Wednesday, March 17, 2021

EP216: Perfect Shows (in my opinion)

Ken answers a listener’s question and lists all the TV shows and pilots he thinks are as close to “perfect” as possible. 

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Unknown said...

As you said, you could not possibly cover all the choices in 40 minutes. My additions:

- Faulty Towers - “The Germans”
- Faulty Towers - “Basil The Rat”
- Seinfeld - “The Contest”
- Big Bang Theory finale

VincentS said...

Wonderful examples, Ken. I was laughing out loud remembering some of the ones you mentioned. FYI - Lucielle Ball said that the woman in the grape-stomping scene was an actual Italian grape stomper they brought in from Napa Valley who did not speak English, so when Lucy started shoving and pelting her she took it seriously and when she grabs Lucy's head and pulls it down out of sight that wasn't in the script but the director thought the other woman was improvising and kept yelling, "Great! Keep doing it!" not knowing that she was actually holding Lucy's head under the grapes in anger!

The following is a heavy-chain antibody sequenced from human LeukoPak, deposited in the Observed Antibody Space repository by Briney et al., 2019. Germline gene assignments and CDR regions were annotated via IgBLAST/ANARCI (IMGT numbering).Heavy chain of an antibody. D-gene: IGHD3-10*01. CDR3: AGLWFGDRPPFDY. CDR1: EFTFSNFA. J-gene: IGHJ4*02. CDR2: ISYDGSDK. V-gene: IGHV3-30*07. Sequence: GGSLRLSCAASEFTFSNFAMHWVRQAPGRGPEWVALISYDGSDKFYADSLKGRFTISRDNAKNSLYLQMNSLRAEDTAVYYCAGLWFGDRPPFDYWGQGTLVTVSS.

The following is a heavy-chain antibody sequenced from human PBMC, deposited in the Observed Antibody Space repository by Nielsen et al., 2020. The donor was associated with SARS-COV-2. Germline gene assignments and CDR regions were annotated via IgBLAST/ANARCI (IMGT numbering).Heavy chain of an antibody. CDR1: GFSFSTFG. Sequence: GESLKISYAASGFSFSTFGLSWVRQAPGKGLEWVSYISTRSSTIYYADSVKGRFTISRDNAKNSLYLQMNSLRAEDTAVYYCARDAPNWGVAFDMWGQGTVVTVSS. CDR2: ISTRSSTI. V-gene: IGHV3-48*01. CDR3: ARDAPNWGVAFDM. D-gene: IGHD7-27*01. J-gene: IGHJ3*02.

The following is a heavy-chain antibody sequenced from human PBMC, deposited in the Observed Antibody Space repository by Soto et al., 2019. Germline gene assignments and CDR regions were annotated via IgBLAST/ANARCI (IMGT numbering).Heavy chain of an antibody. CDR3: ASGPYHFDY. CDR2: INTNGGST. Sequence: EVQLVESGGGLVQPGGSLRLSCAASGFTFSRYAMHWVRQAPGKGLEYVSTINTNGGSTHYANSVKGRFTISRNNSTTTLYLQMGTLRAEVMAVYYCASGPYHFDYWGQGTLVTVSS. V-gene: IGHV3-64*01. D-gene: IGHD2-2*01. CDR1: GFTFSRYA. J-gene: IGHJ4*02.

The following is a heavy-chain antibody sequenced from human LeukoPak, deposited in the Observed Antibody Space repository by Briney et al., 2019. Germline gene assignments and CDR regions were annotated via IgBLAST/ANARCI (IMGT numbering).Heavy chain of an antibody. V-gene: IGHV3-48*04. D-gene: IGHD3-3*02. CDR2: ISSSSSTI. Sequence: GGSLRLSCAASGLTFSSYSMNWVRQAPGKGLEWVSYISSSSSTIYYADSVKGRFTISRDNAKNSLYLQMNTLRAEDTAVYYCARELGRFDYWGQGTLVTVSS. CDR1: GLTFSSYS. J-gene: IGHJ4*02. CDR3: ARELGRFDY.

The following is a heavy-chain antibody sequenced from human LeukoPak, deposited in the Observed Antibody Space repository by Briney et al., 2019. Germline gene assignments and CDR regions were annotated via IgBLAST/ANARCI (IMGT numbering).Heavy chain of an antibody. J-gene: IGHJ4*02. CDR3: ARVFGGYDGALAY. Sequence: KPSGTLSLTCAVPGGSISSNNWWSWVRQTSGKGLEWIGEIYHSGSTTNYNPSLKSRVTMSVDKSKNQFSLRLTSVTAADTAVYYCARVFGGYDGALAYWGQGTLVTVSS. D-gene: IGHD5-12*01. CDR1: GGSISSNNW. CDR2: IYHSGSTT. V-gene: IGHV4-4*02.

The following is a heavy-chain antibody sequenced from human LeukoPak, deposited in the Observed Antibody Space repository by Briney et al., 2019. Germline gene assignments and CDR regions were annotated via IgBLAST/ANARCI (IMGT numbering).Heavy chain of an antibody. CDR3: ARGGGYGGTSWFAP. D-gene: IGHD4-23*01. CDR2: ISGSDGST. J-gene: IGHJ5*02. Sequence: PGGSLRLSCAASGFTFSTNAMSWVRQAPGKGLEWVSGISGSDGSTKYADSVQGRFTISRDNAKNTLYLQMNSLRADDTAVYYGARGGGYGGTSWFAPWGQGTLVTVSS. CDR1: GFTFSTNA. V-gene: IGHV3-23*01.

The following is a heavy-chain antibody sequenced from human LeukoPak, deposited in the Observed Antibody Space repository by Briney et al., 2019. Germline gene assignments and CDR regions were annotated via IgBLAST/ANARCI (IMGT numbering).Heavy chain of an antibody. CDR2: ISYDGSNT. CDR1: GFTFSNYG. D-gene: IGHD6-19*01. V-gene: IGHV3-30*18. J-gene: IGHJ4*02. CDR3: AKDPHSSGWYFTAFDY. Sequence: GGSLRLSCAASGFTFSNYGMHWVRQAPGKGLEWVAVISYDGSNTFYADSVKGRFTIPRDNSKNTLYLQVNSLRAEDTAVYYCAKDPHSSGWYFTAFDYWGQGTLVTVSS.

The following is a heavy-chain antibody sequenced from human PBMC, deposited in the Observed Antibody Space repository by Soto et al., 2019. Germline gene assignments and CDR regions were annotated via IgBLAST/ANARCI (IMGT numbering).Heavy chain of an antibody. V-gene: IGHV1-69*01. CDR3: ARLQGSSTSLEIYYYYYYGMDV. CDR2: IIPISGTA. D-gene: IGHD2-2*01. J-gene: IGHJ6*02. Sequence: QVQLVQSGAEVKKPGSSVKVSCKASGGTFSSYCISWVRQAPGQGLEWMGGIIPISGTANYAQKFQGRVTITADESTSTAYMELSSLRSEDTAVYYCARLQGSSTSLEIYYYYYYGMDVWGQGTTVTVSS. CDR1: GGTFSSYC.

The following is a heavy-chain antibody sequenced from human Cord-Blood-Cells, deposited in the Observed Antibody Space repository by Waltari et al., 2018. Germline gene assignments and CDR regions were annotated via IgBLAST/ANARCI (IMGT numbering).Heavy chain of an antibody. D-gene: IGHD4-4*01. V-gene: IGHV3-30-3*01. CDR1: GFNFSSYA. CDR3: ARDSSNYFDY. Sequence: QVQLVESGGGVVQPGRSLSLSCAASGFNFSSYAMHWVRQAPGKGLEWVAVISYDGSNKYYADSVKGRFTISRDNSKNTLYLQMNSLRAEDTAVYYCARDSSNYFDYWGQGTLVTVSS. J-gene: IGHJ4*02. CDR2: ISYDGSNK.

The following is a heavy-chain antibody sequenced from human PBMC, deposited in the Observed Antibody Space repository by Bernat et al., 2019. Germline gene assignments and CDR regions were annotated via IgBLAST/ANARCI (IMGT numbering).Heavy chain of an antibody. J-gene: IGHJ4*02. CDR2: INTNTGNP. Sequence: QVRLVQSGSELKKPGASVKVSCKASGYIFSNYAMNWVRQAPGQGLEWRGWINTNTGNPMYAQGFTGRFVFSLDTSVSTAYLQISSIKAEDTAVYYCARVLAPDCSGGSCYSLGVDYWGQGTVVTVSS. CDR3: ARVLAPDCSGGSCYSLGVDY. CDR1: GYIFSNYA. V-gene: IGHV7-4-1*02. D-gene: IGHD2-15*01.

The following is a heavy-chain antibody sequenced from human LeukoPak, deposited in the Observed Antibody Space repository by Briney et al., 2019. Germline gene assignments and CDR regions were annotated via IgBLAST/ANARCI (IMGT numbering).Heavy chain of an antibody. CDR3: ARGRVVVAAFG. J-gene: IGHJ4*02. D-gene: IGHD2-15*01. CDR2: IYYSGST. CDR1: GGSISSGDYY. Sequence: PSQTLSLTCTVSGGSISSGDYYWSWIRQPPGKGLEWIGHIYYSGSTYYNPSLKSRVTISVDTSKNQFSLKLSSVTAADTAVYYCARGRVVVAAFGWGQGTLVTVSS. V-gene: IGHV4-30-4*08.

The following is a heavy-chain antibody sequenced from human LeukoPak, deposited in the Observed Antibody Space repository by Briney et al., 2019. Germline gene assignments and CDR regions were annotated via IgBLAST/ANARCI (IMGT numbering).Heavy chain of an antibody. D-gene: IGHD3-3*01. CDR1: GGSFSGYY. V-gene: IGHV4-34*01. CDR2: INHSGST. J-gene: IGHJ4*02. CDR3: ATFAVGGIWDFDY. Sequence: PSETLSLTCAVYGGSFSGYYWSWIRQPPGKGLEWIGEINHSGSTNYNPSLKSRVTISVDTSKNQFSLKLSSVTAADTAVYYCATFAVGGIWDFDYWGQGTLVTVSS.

Tommy Raiko said...

When thinking of really good pilots, one that comes to mind is NewsRadio, an underappreciated sitcom from the 1990s. You probably couldn't say it was perfect since there were some non-trivial cast changes from the pilot to the series, but in terms of setting the stage, introducing characters, making them interesting, making you want to tune in again, and so on, the pilot (directed by James Burrows) did all that fantastically.

(And, it's also a delightful, absurd comedy series worth checking out, so I'll take any opportunity to mention it...)

Andrew said...

The Newhart episode you mentioned, Over the River and Through the Woods, is available online at Dailymotion.

maxdebryn said...

Any episode of THE FALL AND RISE OF REGINALD PERRIN is perfect.

Brian said...